Print culture in imperial China spans over twelve hundred years, from the late 7th century ce to the end of the Qing Dynasty in 1911. During this long period, mechanical reproduction of texts and image meant primarily woodblock printing (xylography), and, to a lesser extent, typography, using movable types made of wood, metal, and ceramics. Xylography was first used for religious purposes, such as prayer sheets and scriptures, but by the late 8th century, nonreligious imprints for daily use were produced. Only in the mid-10th century, however, did the state and the literati elite begin to produce and disseminate many nonreligious works in print. Thus, the dramatic growth in the number and diversity of imprints produced by government, private, religious, and commercial publishers took off in the Song Dynasty (960–1279), due in great part to the state’s efforts to compile and publish many works. One may argue, however, that not until the Ming Dynasty (1368–1644) would print culture be sufficiently widespread to be in ascendance, as evidenced by the great variety of works, the evolving page designs, and the changing attitudes of readers toward imprints. By the mid Qing Dynasty (1644–1911), printing had spread throughout the country into remote regions and throughout all levels of society. Changes in publishing culture from the 19th century onward were spurred by the adoption of new print technologies from the West, such as lithography and movable-type letterpress, which allowed for faster publication of far greater press runs, even as the traditional printing technologies continued to be used. Finally, it is important to note that a thriving manuscript culture continued to coexist with print until at least the late 19th century. The parting of the ways between print and manuscript became lasting only with the dominance of modern print technologies in the 20th century.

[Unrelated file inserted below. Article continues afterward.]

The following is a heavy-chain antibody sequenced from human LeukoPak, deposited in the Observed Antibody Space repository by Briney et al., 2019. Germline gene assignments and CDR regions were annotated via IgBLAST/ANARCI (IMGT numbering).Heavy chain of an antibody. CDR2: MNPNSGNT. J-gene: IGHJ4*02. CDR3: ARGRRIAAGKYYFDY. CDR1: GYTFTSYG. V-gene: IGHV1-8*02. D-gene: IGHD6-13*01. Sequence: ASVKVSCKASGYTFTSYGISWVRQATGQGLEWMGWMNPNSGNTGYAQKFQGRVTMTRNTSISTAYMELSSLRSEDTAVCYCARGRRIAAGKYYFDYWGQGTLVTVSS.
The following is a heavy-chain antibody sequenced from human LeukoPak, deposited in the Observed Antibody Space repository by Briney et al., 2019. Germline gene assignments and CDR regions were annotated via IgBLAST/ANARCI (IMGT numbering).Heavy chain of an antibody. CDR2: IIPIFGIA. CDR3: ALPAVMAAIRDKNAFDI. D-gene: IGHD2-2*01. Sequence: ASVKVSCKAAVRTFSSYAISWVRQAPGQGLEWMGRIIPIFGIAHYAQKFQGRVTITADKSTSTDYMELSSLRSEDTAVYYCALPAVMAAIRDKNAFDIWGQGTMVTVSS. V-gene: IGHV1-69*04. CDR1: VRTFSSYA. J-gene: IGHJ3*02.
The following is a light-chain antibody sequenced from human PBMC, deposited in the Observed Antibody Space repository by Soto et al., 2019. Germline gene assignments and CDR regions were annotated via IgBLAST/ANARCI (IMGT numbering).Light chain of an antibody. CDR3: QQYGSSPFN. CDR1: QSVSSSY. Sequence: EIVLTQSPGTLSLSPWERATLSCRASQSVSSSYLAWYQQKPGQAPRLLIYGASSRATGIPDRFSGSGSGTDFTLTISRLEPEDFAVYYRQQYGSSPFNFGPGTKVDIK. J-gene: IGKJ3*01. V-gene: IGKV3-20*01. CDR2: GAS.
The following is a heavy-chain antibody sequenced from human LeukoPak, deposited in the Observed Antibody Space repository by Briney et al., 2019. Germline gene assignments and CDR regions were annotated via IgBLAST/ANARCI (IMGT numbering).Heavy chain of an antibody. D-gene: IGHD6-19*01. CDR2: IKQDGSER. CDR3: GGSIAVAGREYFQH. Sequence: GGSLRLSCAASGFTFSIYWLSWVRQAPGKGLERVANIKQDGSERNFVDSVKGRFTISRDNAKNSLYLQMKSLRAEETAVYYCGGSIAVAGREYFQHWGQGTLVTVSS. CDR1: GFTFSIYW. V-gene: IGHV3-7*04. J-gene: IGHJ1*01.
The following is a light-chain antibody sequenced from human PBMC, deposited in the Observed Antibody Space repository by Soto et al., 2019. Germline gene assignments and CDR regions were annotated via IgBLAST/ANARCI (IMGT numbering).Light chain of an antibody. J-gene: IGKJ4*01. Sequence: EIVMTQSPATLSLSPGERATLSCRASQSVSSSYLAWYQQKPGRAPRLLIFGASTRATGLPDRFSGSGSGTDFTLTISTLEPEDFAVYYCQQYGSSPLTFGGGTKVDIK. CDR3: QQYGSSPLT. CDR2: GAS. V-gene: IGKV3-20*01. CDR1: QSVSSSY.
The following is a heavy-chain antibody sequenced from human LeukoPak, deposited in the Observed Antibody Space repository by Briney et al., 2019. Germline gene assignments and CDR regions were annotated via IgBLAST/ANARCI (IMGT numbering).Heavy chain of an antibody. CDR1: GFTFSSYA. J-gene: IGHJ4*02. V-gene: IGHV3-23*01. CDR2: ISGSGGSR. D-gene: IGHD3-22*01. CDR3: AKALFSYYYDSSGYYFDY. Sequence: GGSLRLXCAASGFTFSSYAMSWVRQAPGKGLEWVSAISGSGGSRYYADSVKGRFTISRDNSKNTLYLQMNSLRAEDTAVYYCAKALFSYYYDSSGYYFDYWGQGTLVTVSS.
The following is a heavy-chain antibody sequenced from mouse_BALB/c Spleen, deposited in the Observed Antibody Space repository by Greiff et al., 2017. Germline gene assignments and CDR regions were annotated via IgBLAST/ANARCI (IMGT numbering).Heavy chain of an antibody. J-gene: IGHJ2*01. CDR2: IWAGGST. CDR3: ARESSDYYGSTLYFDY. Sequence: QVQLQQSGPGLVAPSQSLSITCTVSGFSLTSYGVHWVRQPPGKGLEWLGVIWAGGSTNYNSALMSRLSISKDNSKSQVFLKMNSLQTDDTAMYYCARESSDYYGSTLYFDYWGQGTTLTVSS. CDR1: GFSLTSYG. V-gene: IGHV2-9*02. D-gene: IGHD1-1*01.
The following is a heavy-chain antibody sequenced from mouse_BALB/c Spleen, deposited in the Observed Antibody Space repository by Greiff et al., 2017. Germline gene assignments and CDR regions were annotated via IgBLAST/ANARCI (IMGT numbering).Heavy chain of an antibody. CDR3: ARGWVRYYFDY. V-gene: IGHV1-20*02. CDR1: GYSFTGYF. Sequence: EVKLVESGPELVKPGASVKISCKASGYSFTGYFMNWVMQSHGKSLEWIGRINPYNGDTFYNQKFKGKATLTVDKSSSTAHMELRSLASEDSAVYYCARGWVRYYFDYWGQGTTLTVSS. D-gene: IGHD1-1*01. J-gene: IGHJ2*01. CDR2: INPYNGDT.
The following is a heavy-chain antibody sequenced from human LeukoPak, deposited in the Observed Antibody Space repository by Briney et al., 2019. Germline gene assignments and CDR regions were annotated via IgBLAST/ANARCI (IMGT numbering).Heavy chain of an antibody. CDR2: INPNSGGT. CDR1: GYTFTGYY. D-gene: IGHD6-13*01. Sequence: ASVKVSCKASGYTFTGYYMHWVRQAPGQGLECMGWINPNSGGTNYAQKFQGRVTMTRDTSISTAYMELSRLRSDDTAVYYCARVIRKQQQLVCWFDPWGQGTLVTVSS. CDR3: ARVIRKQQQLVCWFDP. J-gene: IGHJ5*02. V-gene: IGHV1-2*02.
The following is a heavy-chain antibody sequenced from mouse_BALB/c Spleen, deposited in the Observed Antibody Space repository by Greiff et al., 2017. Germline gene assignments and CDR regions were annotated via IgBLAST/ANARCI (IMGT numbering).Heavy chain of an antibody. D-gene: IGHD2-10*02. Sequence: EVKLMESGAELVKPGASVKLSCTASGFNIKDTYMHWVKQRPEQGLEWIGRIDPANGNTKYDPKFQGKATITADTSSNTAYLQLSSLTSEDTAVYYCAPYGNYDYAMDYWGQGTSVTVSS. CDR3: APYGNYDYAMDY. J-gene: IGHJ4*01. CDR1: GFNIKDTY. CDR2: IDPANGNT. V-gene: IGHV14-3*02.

The lifetime of Sayyid Ahmad Khan (“Sir Syed”) (1817–1898) spans profound transformations introduced to India and the wider world by the twin forces industrial capitalism and British imperialism. Sayyid Ahmad’s intellectual responses to a changing world and his leadership in the establishment of educational institutions, voluntary associations, and a broad public sphere all played a significant role in defining what it means to be Muslim, especially in India and what would become Pakistan but also in wider cosmopolitan and global networks. The development, compromises, and contradictions of Sayyid Ahmad’s ideas and projects over time track the challenges he faced. If these efforts pointed the way to some sort of modernity, it was rooted in the Indo-Persian and Islamic formation of his early years and developed by selectively adopting bits and pieces of European ideologies, technologies, practices, and organizational arrangements. He has been claimed or condemned by advocates and opponents of a wide range of ideological and political tendencies under circumstances that he would barely have recognized in his own time: nationalism, democracy, women’s equality, and religious and literary modernism. At different points in his career one may find mysticism, scriptural literalism, and daring rationalism with respect to religious texts; charters for Muslim “separatism” and calls for Hindu-Muslim unity; demands for autonomy and political representation and opposition to it; bold critiques of British rulers; and proclamations of “loyalty” to the colonial state. A major figure in the advancement of the Urdu language, he later argued for the superiority of English, of which he himself had little, for the purposes of education and administration. Most of all, he helped establish an intellectual and institutional framework for contemporaries and future generations to debate and pursue collective goals based on religion, language, social status, or class interest.